Today WashPIRG, Washington Senator Adam Kline, Fair Elections Seattle, Backbone Campaign, WAMEND and University of Washington students gathered at the U.S. District Court in downtown Seattle to push back on the power of big money in elections, as the U.S. Supreme Court today heard oral arguments in McCutcheon v. FEC. Advocates say the case would further increase the electoral clout of a few large donors.

> Keep Reading
News Release | WashPIRG | Democracy

Report Exposes How Taxpayers Bear Cost of Corporate Settlements

A report released today spotlights a common practice where corporations that commit wrongdoing and agree to financial settlements with the federal government, go on to claim such settlement payments as tax-deductible business expenses. The new study, released by the Washington Public Interest Research Group (WashPIRG), follows a record year of corporate settlements, while many more settlements relating to banking, environmental, and consumer safety issues are expected.

> Keep Reading

Pages

Report | WashPIRG Foundation and Demos | Democracy

The Dominance of Big Money in the 2014 Congressional Elections

In 2014, large donors accounted for the vast majority of all individual federal election contributions this cycle, just as they have in previous elections. Seven of every 10 individual contribution dollars to the federal candidates, parties, PACs and Super PACs that were active in the 2013-2014 election cycle came from donors who gave $200 or more. Candidates alone got 84 percent of their individual contributions from large donors.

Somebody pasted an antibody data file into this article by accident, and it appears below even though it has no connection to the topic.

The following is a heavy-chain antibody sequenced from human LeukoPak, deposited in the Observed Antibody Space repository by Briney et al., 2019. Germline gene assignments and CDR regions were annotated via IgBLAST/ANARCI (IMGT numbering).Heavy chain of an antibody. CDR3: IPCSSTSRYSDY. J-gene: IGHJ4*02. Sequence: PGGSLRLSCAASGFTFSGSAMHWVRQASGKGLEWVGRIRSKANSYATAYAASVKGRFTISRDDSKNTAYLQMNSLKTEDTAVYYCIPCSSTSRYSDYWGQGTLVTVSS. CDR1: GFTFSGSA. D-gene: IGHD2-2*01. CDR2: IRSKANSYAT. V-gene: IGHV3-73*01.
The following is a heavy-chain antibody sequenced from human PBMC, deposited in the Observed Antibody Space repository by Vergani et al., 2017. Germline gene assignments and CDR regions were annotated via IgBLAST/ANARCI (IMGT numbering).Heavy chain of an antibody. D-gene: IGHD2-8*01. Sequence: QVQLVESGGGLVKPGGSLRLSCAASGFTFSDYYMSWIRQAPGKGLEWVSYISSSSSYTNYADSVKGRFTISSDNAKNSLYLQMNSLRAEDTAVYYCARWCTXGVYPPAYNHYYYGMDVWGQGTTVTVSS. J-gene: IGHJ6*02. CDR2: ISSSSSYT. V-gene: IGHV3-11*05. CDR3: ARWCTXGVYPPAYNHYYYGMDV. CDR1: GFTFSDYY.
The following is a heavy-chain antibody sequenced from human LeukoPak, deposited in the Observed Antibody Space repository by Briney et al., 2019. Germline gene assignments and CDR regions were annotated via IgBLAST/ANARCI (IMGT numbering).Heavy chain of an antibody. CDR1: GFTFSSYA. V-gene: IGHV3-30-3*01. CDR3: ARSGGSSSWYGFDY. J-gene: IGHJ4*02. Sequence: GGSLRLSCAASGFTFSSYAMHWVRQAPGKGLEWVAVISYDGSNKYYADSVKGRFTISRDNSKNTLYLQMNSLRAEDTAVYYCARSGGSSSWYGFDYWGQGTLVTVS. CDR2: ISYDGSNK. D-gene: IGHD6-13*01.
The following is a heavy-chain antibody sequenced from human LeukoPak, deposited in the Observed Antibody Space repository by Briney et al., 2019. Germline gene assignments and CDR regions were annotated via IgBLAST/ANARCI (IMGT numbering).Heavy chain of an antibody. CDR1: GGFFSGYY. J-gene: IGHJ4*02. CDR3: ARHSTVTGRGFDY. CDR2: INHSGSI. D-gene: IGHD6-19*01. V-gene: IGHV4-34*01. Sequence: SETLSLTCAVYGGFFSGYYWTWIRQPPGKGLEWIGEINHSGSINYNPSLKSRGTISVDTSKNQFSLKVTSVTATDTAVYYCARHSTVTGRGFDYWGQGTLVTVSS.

> Keep Reading
Report | WashPIRG Foundation | Democracy

Big Money Dominates in Congressional Primaries

Our analysis of fund-raising data from 2014’s congressional primaries examines the way these dynamics are playing out state by state across the country. While some states show markedly more inequity than others, the picture painted by the data is of a primary money race where large donors carry more weight than ordinary Americans. Nationwide, just under two-thirds of all candidate contributions came from the largest donors (those giving over $1,000). And fewer than 5,500 large donors matched the primary contributions coming from at least 440,000 donors nationwide.

> Keep Reading
Report | WashPIRG Foundation | Democracy

McCutcheon Money

We project that striking the aggregate limit would bring more than $1 billion in additional campaign contributions from elite donors through the 2020 election cycle.

> Keep Reading
Report | WashPIRG | Democracy

Subsidizing Bad Behavior

BP’s recent $4.5 billion legal settlement with the Justice Department for its misdeeds in the Gulf oil spill was historic for being the largest ever criminal settlement.  But it was historic for another reason as well—none of it is allowed to be tax deductible.  Unfortunately, too many settlements for wrongdoing end up as tax deductions.

> Keep Reading
Report | WashPIRG Foundation | Democracy

Auctioning Democracy

A new report by WashPIRG Foundation and Demos shows an analysis of the funding sources for the campaign finance behemoths, Super PACs. The findings confirmed what many have predicted in the wake of the Supreme Court’s damaging Citizens United decision: since their inception in 2010, Super PACs have been primarily funded by a small segment of very wealthy individuals and business interests, with a small but significant amount of funds coming from secret sources.

> Keep Reading

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You Can Help

We have a chance to curb the unprecedented spending by big money in our elections. Your support will help us do the research, advocacy and grassroots organizing to convince our elected officials to act.

JOIN THE CALL

Already 300-plus communities and seven states have gone on record calling for a constitutional amendment. Make sure you town has joined the call to stanch the flow of special interest money in our elections.